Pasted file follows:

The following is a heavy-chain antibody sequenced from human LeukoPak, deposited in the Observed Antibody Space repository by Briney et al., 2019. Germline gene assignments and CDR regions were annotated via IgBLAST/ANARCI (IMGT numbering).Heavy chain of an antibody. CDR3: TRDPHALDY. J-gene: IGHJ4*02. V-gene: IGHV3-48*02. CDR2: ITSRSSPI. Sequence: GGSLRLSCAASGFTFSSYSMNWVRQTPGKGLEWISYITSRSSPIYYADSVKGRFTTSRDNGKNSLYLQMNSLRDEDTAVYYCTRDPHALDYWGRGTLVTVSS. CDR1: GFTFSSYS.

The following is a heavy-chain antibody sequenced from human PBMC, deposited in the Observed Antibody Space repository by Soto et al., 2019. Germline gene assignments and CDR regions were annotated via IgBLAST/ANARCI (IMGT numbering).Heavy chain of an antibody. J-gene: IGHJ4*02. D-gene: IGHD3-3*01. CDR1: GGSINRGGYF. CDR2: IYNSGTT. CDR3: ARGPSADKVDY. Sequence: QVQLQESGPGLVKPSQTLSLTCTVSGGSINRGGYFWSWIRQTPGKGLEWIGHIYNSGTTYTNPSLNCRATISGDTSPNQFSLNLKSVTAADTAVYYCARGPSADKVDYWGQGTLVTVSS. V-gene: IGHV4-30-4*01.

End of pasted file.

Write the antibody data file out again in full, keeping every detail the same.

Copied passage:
The following is a heavy-chain antibody sequenced from human LeukoPak, deposited in the Observed Antibody Space repository by Briney et al., 2019. Germline gene assignments and CDR regions were annotated via IgBLAST/ANARCI (IMGT numbering).Heavy chain of an antibody. CDR3: TRDPHALDY. J-gene: IGHJ4*02. V-gene: IGHV3-48*02. CDR2: ITSRSSPI. Sequence: GGSLRLSCAASGFTFSSYSMNWVRQTPGKGLEWISYITSRSSPIYYADSVKGRFTTSRDNGKNSLYLQMNSLRDEDTAVYYCTRDPHALDYWGRGTLVTVSS. CDR1: GFTFSSYS.

The following is a heavy-chain antibody sequenced from human PBMC, deposited in the Observed Antibody Space repository by Soto et al., 2019. Germline gene assignments and CDR regions were annotated via IgBLAST/ANARCI (IMGT numbering).Heavy chain of an antibody. J-gene: IGHJ4*02. D-gene: IGHD3-3*01. CDR1: GGSINRGGYF. CDR2: IYNSGTT. CDR3: ARGPSADKVDY. Sequence: QVQLQESGPGLVKPSQTLSLTCTVSGGSINRGGYFWSWIRQTPGKGLEWIGHIYNSGTTYTNPSLNCRATISGDTSPNQFSLNLKSVTAADTAVYYCARGPSADKVDYWGQGTLVTVSS. V-gene: IGHV4-30-4*01.